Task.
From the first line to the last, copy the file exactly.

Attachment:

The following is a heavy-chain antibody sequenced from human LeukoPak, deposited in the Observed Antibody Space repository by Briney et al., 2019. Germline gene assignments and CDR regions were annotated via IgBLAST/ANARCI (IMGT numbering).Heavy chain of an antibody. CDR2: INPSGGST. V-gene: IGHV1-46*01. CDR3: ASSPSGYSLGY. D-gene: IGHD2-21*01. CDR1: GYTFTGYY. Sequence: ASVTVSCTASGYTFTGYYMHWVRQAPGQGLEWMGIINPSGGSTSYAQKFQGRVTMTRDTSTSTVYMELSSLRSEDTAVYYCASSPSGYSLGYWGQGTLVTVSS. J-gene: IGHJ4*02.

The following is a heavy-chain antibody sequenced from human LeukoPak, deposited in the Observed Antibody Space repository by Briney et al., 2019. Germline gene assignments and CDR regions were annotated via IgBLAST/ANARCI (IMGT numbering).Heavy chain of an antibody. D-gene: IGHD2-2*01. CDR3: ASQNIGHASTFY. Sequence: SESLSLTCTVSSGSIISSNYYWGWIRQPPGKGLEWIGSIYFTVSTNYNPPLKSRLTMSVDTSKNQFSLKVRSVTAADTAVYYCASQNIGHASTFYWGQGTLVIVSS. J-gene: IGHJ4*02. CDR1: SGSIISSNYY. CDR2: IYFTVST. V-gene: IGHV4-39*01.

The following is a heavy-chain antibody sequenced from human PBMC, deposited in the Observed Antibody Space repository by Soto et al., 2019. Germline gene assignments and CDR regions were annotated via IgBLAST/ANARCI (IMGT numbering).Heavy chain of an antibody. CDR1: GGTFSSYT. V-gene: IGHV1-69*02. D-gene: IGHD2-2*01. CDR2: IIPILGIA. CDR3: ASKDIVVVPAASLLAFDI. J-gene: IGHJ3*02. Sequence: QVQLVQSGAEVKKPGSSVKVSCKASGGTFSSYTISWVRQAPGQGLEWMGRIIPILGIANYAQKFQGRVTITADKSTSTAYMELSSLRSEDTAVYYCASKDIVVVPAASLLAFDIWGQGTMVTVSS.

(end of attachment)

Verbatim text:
The following is a heavy-chain antibody sequenced from human LeukoPak, deposited in the Observed Antibody Space repository by Briney et al., 2019. Germline gene assignments and CDR regions were annotated via IgBLAST/ANARCI (IMGT numbering).Heavy chain of an antibody. CDR2: INPSGGST. V-gene: IGHV1-46*01. CDR3: ASSPSGYSLGY. D-gene: IGHD2-21*01. CDR1: GYTFTGYY. Sequence: ASVTVSCTASGYTFTGYYMHWVRQAPGQGLEWMGIINPSGGSTSYAQKFQGRVTMTRDTSTSTVYMELSSLRSEDTAVYYCASSPSGYSLGYWGQGTLVTVSS. J-gene: IGHJ4*02.

The following is a heavy-chain antibody sequenced from human LeukoPak, deposited in the Observed Antibody Space repository by Briney et al., 2019. Germline gene assignments and CDR regions were annotated via IgBLAST/ANARCI (IMGT numbering).Heavy chain of an antibody. D-gene: IGHD2-2*01. CDR3: ASQNIGHASTFY. Sequence: SESLSLTCTVSSGSIISSNYYWGWIRQPPGKGLEWIGSIYFTVSTNYNPPLKSRLTMSVDTSKNQFSLKVRSVTAADTAVYYCASQNIGHASTFYWGQGTLVIVSS. J-gene: IGHJ4*02. CDR1: SGSIISSNYY. CDR2: IYFTVST. V-gene: IGHV4-39*01.

The following is a heavy-chain antibody sequenced from human PBMC, deposited in the Observed Antibody Space repository by Soto et al., 2019. Germline gene assignments and CDR regions were annotated via IgBLAST/ANARCI (IMGT numbering).Heavy chain of an antibody. CDR1: GGTFSSYT. V-gene: IGHV1-69*02. D-gene: IGHD2-2*01. CDR2: IIPILGIA. CDR3: ASKDIVVVPAASLLAFDI. J-gene: IGHJ3*02. Sequence: QVQLVQSGAEVKKPGSSVKVSCKASGGTFSSYTISWVRQAPGQGLEWMGRIIPILGIANYAQKFQGRVTITADKSTSTAYMELSSLRSEDTAVYYCASKDIVVVPAASLLAFDIWGQGTMVTVSS.